CHOW Food Team
Served at street stalls, pad thai is the iconic dish of Thailand. Noodles and stir-frying were brought over from China and combined with the four flavors of Thai cooking: salty, sweet, sour, and spicy. Pad thai is an easy but fast-moving dish, so have everything chopped and ready to go before you begin. Ingredients like palm sugar, tamarind pulp, and fish sauce might scare people away, but they shouldn’t—they’re sold at most Asian grocers, and they make this dish as authentic as it comes.
Special equipment: Nonstick tongs, chopsticks, or two wooden spoons are useful for tossing the ingredients together to finish—metal utensils can scratch your pan.
This recipe was our featured Gateway Dish for Thailand.
- 7 ounces medium dried rice stick noodles
- 5 tablespoons water
- 2 tablespoons tamarind paste or pulp (about 1 ounce)
- 2 tablespoons fish sauce
- 2 tablespoons finely chopped palm sugar (packed light brown sugar can be substituted)
- 12 large shrimp, peeled, deveined, tails left on
- 3 tablespoons vegetable oil
- 1 cup 1/2-inch-dice extra-firm tofu (about 5 ounces)
- 2 medium garlic cloves, minced
- 10 Chinese chives, cut into 1-inch pieces
- 1 tablespoon finely chopped dried shrimp
- 1 tablespoon finely chopped preserved radish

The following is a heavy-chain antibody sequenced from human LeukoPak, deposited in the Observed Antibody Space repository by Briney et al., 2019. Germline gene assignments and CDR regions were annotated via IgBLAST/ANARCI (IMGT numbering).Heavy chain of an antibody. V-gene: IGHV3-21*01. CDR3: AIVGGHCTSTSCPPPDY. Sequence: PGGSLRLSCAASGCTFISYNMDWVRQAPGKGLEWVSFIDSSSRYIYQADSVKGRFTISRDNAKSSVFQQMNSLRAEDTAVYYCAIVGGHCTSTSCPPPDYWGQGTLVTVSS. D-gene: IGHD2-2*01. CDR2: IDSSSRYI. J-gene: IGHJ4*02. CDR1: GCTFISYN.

- 1 to 3 dried Thai chiles, finely chopped (or 1/2 to 1 teaspoon red pepper flakes)
- 1 1/2 cups bean sprouts (about 3 ounces)
- 2 large eggs, lightly beaten
- 2 tablespoons finely chopped roasted, salted peanuts
- 1 lime, quartered
1Bring a large saucepan of water to a boil over high heat. Remove from the heat, add the noodles, and stir briefly to separate them. Soak the noodles until they’re loose and pliable, about 5 minutes. Drain and set aside.
2Meanwhile, place the measured water and tamarind in a small bowl and stir to combine, pressing on the paste to break it up. Let sit until softened, about 8 minutes. Strain the mixture through a fine-mesh strainer into another small bowl, pressing on the solids to extract all the juice. Discard the solids. Add the fish sauce and palm sugar and stir to combine; set aside.
3Cut each shrimp along its back without cutting completely through, so it opens like a butterfly; set aside.
4Heat 1 1/2 tablespoons of the oil in a wok or large nonstick frying pan over medium-high heat until shimmering. Add the shrimp, season with salt, and stir-fry, tossing continually until the shrimp are pink and just cooked through, about 3 minutes. Transfer to a plate and set aside.
5Place the remaining 1 1/2 tablespoons oil in the wok, add the tofu, season with salt, and stir-fry until the tofu starts to brown, about 1 minute. Transfer to the plate with the shrimp and set aside.
6Add the garlic to the wok and stir-fry for a few seconds. Add the reserved noodles and half of the chives and stir-fry for a few seconds more. Pour in the reserved tamarind mixture, stir to combine, then add the dried shrimp, radish, chiles, and half of the bean sprouts. Stir-fry until the noodles are coated with sauce, about 1 to 2 minutes.
7Push the noodles to the side of the wok, pour the eggs into the free space, and scramble with a rubber spatula until almost cooked through, about 1 minute. Add the reserved shrimp and tofu and the remaining chives and toss all the ingredients together until combined, about 1 minute. Transfer to a serving platter and garnish with the remaining bean sprouts, peanuts, and lime wedges.
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